But his politics are whatever he thinks sells. He gave us McCain-Feingold – a clear violation of free speech. McCain took the liberal side by supporting the immigration bill that failed. His history is replete with more left turns than a NASCAR driver.

  7. Brian from Ellijay says:

    From the MDJ article above:

    “Among Republicans, only Mitt Romney, the former Massachusetts governor, raised a significant amount in Georgia, drawing $405,761, or nearly two-thirds of the entire Republican take. Sen. John McCain, R-Ariz., raised $112,578 and former New York mayor Rudy Giuliani took in $88,150.”

  8. ConservativeCaucus says:

    Romney did well in GA: congrats to him. However, his odds of winning GA are long. The only way he wins Georgia is if Thompson falters and no one is there to take his place.

  9. andyl says:

    MSBassSinger: 7th century Moslem
    7th century? Really? Even if you meant 17th century you’re wrong because the U.S. did not exist in the 1600s. And Moslems, as you mentioned twice? What that hell are those? Wow next time read over yourself a time or time before you spew your conservative BS all over the place.

  10. Doug Deal says:


    It is clear that MSBass meant the 7th century MINDSET, not that the events refered to happened in the 7th century. I hope you realize that Islam was founded in the early 600’s.

    Addionally Moslem is a recognized variant of Muslim, and was, in fact, the first varient I had heard and was quite popular in 80’s.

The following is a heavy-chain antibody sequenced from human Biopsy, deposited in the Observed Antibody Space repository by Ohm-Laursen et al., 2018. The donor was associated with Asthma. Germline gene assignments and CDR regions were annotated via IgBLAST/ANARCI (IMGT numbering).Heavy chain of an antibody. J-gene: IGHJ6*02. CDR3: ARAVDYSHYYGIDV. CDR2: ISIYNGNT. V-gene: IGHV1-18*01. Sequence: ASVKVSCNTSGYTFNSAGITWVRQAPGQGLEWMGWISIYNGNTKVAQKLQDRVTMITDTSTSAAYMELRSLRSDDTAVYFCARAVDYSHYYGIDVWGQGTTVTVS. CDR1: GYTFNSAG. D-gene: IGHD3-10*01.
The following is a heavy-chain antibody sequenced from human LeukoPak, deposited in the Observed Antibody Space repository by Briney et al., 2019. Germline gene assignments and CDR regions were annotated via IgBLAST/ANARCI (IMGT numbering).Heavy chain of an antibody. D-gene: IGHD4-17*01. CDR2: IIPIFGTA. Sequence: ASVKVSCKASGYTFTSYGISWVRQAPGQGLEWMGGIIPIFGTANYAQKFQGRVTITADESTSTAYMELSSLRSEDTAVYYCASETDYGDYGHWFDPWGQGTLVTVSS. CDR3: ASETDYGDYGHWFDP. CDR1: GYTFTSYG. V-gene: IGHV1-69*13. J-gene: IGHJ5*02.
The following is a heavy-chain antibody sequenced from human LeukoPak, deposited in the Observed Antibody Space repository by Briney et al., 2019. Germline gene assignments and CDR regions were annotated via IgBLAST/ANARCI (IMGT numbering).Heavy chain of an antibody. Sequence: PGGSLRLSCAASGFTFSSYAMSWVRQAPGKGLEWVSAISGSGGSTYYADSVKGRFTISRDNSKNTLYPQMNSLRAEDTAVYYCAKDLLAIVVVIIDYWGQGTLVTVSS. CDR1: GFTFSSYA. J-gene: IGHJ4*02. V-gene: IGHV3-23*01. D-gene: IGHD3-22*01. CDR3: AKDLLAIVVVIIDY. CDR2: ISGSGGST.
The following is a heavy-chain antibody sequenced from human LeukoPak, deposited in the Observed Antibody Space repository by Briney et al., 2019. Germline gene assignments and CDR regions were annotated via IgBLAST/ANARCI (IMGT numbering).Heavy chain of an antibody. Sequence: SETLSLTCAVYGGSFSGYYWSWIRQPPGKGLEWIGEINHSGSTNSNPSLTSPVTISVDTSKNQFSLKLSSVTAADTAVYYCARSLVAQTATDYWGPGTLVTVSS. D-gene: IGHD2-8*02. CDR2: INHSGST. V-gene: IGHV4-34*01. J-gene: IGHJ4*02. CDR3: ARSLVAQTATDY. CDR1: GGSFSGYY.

Before you make a rediculous attack on someone else, take at least the minimal amount of effort and get the facts first.

  11. Andyl,

    You are wrong, ever heard the words “from the shores of Tripoli?”

    MSBASS was referring to the events that led to the formation of the US Navy and our first war- Muslim (or Moslem if you prefer) pirates attacking vessels as they traded. Clearly a 7th century mindset-hell what would you consider their mindset today-11th century at most.

  12. andyl says:

    Yes that’s a pretty famous military battle. I’m aware, my point was that he did not have any context as to what he was talking about. How can he know what mindset a group of pirates had and why is that representative of a religion that now represents hundreds of millions of people. I don’t really look at Black Beard as a symbol of Christianity. And that battle did not cause a massive backlash against Islam (Jefferson had a copy of the Koran and respected it as a messsage of faith). My point is that we should not judge the entire Muslim population based upon a few bad apples. Bringing around the moderates within that religion is the only way we can achieve peace (ex. Lebanon).